Batten Down the Hatches

If you act now, a downturn doesn't have to mean disaster

It has been 16 years since Katie B. Tyler struggled with her first economic slowdown. But she remembers it like yesterday. ''It hit me broadside,'' says Tyler, the 49-year-old owner of Tyler II, a Charlotte (N.C.) interior construction company. ''Business just stopped.'' Panicking, she cut her salary in half and drained the company's cash reserves to scrape by.

So with the outlook for 2001 uncertain at best, Tyler isn't taking any chances. She has already talked to her bank about doubling the 24-employee company's line of credit to $1 million, increased her business development budget by 50%, and promoted her office manager to client-relations manager to make sure current customers remain satisfied. Plans for a new $1 million headquarters could be postponed. ''I plan to stay on a steady course and not panic,'' says Tyler.

It's getting harder to keep a cool head, though, as hardly a day passes without another ominous economic cloud floating by. Jobless claims are edging upward, energy prices are spiking, and retail sales and consumer confidence are down. The impact on small business is plain. In the fourth-quarter Trendsetter Barometer survey by PricewaterhouseCoopers, chief executives of high-growth companies said they had reduced revenue growth targets for 2001 by an average of 7%. And the December survey of the National Federation of Independent Business found that only 14% of small-business owners said now was a good time to expand, the lowest number in more than four years (chart, page F.10). ''The small-business sector is clearly slowing down,'' says William C. Dunkelberg, the NFIB'S chief economist.

Downturns almost always hit entrepreneurs first and hardest, economists say. With smaller cash reserves, less access to credit markets, and less geographic diversity in global and domestic markets, ''small businesses have much lower tolerance to weather a downturn,'' says Wesley W. Basel, senior economist for Inc., a West Chester (Pa.) economic consultancy.

For William J. Carnegie, CEO of Total Containment of New York Inc., a specialty contractor, the slowdown is already six months old. He founded Total Containment in 1993 and saw sales grow at least 30% a year. But in 2000, revenues plunged some 40% as clients started putting contracts on hold or missing payments altogether. So far, Carnegie seems to be making the moves experts recommend. He hired a collection agency, laid off two of his approximately 50 employees, doubled his bank credit line to $1 million, and secured $350,000 in emergency funds from an investment banker. Meanwhile, he's seeking higher-margin jobs and organizing his work better to reduce downtime at construction sites.

Of course, those gathering clouds could have a silver lining. For some entrepreneurs, a slowdown means a chance to snap up talented workers. Ilya R. Talman, president of Roy Talman & Associates Inc., a Chicago-based high-tech recruiter, expanded his recruiting staff from 12 to 19 people in the fourth quarter. ''We have seen a dramatic upturn in our ability to hire in the last few months,'' says Talman. A downturn also could present opportunities, especially for small companies, which can react rapidly to new circumstances. ''You can't turn around the Queen Mary quickly, but you can turn around a kayak very fast,'' says David L. Birch, an economist and president of Cognetics Inc., a Cambridge (Mass.) research firm.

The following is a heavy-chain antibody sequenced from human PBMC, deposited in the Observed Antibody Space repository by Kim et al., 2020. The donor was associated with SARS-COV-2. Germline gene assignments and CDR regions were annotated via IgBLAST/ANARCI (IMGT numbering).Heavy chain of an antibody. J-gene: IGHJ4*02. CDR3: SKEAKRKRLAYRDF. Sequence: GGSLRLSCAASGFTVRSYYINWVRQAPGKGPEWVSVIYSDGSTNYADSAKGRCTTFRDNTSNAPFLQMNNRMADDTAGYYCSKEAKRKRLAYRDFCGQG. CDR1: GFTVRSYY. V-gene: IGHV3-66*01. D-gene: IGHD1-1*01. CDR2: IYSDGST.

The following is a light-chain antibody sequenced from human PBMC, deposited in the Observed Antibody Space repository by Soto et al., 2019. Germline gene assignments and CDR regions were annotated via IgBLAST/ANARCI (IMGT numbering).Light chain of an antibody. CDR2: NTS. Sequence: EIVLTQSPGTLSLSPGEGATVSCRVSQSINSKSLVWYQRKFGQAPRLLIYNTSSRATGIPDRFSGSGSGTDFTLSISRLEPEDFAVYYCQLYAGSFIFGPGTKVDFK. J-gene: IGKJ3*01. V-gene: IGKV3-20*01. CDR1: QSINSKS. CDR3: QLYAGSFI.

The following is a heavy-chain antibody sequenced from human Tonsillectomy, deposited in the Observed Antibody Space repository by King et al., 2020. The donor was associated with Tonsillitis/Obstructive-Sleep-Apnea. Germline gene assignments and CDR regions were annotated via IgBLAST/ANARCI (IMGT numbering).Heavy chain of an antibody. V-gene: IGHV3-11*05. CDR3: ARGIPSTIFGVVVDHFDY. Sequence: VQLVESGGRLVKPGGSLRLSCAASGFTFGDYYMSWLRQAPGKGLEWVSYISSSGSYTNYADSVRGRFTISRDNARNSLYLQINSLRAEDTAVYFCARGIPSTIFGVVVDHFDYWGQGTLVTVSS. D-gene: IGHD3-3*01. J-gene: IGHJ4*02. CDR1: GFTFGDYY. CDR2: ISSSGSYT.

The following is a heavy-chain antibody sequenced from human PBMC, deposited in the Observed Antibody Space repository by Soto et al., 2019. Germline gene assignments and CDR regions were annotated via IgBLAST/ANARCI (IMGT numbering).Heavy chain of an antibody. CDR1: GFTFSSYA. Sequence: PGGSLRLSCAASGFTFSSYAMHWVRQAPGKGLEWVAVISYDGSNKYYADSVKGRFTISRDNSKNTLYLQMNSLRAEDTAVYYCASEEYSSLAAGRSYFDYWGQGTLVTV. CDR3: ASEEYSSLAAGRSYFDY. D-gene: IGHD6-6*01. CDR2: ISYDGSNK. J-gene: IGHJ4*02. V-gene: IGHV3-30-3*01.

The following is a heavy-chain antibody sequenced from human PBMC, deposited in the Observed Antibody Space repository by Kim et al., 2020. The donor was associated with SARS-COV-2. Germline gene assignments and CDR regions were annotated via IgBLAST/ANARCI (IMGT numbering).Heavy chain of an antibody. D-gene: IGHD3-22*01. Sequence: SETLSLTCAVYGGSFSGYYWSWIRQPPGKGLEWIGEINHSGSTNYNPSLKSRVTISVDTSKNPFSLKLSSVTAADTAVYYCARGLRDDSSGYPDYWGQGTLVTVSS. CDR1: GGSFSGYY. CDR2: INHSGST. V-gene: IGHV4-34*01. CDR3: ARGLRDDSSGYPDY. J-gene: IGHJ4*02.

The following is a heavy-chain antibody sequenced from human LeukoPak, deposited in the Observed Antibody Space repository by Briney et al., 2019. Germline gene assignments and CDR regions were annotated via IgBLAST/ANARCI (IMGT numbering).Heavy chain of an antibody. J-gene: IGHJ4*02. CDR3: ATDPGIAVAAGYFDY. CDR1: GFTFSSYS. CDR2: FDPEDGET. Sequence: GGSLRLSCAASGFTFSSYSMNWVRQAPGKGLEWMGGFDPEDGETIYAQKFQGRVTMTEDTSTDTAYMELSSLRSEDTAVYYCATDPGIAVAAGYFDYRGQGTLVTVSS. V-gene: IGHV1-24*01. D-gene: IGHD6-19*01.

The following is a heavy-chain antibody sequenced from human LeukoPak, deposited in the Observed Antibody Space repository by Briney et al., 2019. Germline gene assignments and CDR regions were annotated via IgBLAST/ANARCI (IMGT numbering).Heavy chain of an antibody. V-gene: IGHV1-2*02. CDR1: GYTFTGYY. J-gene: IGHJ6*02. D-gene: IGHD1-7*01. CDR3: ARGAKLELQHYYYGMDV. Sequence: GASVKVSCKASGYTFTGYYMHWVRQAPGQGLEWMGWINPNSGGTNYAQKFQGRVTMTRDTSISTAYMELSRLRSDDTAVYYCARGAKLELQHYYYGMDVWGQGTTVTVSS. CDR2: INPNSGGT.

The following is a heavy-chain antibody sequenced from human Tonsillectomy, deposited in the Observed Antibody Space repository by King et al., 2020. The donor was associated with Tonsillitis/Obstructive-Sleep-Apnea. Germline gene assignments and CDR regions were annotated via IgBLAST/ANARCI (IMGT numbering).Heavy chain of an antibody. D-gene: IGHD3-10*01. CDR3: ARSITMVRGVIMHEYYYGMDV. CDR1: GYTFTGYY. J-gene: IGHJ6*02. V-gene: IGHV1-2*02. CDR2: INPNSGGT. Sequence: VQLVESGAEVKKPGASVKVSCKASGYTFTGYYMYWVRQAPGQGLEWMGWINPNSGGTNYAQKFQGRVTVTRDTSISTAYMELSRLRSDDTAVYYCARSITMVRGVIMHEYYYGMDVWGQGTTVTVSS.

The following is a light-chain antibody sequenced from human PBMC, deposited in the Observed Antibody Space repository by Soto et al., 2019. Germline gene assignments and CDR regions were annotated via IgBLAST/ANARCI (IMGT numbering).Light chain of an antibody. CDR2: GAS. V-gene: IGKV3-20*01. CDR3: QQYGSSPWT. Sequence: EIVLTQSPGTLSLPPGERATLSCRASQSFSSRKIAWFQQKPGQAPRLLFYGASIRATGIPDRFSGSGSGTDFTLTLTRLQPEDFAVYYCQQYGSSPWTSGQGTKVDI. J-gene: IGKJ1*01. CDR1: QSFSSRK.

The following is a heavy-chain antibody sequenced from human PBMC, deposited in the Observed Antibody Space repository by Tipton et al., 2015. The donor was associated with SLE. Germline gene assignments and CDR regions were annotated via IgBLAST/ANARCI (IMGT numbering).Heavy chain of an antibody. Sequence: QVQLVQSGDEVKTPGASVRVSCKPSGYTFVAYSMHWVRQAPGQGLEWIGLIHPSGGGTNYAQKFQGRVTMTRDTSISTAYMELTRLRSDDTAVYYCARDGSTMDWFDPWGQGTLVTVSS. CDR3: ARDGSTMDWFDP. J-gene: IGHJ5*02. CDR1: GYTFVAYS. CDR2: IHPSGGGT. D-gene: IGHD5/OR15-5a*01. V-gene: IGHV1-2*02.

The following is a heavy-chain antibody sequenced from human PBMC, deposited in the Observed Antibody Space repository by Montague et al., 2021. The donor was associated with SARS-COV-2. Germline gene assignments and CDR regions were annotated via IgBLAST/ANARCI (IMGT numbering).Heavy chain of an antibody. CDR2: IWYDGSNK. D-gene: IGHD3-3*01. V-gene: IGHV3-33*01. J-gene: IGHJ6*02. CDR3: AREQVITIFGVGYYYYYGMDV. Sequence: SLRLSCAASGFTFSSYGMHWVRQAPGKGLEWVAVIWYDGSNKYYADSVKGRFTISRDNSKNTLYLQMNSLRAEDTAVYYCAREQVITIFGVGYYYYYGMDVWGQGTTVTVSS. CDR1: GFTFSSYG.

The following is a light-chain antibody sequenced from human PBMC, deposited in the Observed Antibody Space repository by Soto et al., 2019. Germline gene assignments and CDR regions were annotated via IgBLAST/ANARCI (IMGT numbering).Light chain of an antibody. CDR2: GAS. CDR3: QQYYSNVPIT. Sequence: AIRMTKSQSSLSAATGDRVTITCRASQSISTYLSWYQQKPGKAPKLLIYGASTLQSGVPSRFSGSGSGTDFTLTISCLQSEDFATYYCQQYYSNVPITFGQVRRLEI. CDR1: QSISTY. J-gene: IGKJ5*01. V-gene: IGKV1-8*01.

On the other hand, a kayak isn't much use if it's sinking. That's why entrepreneurs need to take a long, hard look at their cash flow, operating costs, and overhead, says A. Lynn Daniel, president of Daniel Group Ltd., a strategic planning consulting firm in Charlotte, N.C. Perhaps it's time to lease or rent, rather than purchase, new equipment. Instead of hiring a full-timer, consider temporary workers, outsourcing, or a strategic alliance with another company. And don't let accounts receivable languish.

Entrepreneurs also should secure an adequate line of credit before an emergency hits, says Mike James, corporate executive vice-president at Wells Fargo & Co., the nation's largest small-business lender. ''As the economy slows, banks tighten up,'' he says. But beware of heavy financing costs, consultants and economists say. Such expenses have killed many high-growth companies. Donald J. Mayer, the 51-year-old CEO of Small Dog Electronics in Waitsfield, Vt., a 13-employee Internet reseller of Apple computers, learned his lesson. He lost one computer reselling business in the early 1990s because he expanded too fast and couldn't support his bloated overhead with falling sales. Now, Mayer has a profitable, self-financed business that had been growing up to 40% a year since its founding six years ago. With a slowdown likely, he plans to lower his expectations and ride it out, rather than take on debt.

Mayer and other entrepreneurs also plan to identify new market niches, particularly ones that are recession-proof or enhanced by a recession. Matthew M. Zell, president of Prometheus Technologies Inc., says his Chicago-based information technology consultancy is moving into IT due diligence to capitalize on a likely increase in mergers during a recession. Indeed, rather than fearing a slowdown, Zell is looking forward to it. With the labor market so tight for so long, Zell, 34, has seen his profit margins eaten away by steadily rising wages. At the same time, he has been unable to discipline problem employees who can find a new job in a matter of days. ''What's happened has been pretty brutal,'' he says. ''I am not sure a recession would be tougher.'' Perhaps. But entrepreneurs will need to be just as disciplined themselves.


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